I've got many big recursive loops that makes intensive use of the Mid
    statement. The problem is not with the environment. The problem is that
    Vb.Net uses immutable strings. Therefore each Mid statement creates a new
    string. In VB6 the same string is overwritten again and again, thus the
    speed advantage over VB.Net.

    >And, it's possible the VB.NET
    > variation may be relatively easy to implement with a performance

    improvement.

    The code must be rewritten in order to gain the performance improvement. And
    worse yet, StringBuilder does not have a MID statement, so a workaround must
    be created.

    > Just these three problems are enough to stop my show, and all three are

    part
    > of the core language.
    >
    > Yes, only one of which is obsolete. As I mentioned the actual .NET

    environment may be as much as a
    > factor as anything else.


    And the other two are sufficiently damaged so as to make them the same as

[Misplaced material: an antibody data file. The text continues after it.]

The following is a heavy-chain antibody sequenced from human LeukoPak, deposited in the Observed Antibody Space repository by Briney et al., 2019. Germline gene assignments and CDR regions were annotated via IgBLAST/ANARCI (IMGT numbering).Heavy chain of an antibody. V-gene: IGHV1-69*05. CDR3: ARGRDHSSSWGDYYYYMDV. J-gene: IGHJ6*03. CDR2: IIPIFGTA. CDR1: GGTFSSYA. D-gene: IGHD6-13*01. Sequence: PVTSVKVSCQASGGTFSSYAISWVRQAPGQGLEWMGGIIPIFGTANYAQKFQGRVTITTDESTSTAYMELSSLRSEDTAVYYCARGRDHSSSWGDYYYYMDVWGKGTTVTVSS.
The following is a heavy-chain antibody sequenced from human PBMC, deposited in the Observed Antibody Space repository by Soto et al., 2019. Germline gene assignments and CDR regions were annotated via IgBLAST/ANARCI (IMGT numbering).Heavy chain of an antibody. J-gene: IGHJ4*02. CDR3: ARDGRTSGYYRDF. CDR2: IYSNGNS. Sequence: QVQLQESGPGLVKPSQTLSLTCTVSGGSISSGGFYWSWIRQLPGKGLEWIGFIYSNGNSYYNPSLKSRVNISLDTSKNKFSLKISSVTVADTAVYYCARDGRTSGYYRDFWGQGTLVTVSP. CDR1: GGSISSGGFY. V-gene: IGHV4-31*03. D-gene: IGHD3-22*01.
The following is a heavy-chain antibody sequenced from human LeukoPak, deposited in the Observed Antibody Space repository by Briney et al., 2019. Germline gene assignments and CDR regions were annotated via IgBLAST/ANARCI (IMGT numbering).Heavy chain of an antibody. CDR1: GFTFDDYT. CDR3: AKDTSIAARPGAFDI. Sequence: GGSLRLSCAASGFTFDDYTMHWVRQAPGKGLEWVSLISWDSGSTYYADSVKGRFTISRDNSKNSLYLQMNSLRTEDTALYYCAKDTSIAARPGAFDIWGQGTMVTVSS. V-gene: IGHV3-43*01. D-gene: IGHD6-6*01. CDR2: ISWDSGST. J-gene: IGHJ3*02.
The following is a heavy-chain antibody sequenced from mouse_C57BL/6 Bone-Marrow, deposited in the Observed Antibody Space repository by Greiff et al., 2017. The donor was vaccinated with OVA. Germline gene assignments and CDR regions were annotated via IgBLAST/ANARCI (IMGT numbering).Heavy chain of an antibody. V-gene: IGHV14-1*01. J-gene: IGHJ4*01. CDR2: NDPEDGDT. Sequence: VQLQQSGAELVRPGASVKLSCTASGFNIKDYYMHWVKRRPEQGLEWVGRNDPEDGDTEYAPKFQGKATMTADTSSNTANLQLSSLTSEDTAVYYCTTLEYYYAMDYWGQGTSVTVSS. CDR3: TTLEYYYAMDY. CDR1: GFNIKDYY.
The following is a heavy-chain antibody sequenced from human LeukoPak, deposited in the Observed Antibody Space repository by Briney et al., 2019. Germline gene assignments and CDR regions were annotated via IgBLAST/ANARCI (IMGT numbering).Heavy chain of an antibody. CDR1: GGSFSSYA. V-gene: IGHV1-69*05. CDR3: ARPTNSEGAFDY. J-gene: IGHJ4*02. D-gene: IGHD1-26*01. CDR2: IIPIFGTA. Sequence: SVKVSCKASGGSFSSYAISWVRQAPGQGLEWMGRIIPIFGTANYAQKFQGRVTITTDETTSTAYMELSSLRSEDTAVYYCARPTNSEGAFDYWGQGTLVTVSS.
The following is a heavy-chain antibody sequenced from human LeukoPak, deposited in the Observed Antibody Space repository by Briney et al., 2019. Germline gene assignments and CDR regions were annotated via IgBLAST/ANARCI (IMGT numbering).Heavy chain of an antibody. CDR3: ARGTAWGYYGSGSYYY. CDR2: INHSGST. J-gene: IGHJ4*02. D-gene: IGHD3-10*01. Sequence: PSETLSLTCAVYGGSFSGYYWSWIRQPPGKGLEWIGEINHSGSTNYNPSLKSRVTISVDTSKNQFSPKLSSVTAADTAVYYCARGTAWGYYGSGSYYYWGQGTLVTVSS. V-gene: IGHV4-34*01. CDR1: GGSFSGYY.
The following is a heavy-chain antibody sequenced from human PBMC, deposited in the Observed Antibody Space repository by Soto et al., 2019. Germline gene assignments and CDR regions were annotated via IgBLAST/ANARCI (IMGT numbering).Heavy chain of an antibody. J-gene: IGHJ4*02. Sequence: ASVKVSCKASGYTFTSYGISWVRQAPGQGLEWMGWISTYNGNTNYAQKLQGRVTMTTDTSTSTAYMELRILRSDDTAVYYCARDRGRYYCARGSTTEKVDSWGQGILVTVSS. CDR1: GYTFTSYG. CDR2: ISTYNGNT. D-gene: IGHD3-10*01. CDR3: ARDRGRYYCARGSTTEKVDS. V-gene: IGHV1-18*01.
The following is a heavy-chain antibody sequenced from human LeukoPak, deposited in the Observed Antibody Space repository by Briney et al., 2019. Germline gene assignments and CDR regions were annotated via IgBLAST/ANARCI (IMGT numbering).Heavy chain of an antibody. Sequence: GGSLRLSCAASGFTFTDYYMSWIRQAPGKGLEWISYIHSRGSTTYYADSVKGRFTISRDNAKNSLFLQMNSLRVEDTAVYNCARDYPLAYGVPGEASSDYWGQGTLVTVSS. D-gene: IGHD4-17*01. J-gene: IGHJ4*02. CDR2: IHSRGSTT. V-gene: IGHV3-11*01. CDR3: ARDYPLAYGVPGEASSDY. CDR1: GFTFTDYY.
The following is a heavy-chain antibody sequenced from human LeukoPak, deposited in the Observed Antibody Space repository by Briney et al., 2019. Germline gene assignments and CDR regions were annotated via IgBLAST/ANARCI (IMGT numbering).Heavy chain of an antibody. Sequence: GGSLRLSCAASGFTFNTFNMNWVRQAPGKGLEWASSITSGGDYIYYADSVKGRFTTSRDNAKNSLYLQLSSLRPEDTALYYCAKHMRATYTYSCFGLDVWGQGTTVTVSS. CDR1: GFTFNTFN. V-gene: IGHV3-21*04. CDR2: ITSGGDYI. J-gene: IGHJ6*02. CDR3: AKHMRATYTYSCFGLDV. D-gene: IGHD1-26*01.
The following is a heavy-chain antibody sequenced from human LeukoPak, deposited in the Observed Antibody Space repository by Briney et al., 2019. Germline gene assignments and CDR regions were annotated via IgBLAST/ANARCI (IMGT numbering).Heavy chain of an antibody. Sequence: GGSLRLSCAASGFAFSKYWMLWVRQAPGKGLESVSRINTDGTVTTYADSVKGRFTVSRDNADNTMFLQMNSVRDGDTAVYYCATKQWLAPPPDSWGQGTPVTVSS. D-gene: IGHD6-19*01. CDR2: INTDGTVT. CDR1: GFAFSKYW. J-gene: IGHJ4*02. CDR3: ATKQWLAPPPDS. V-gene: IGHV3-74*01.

obsolete. For my practical purposes none of them can be ported, all must be
    rewritten.

    Gary



  15. #210
    Gary Nelson Guest

    Re: Microsoft's C++ bigotry

    Tom,

    > Take file I/O. Gary keeps complaining about how slow it is - and it is if
    > you use the VB.NET intrinsic functions. But if you take the time to

    figure
    > out the stream classes in System.IO, which are not all that difficult,

    then
    > you would find that it is just as fast.


    Again the problem is the ton of code I've got. Doing new work with the
    stream classes is easy, rewriting all the binary access I've got is not. If
    I could push my code over to Net, then little by little I could move to the
    newer ways of doing things, but I can't take a 50% performance hit in the
    meantime.

    By the way, the reason I've mentioned this several times is that it seems
    very arbitrary that the new stream classes are up to speed, but the old
    binary access is half the speed. What is MS doing here? If the new streams
    are fast, why isn't the binary access going the same speed? Is it
    intentionaly slow?

    Gary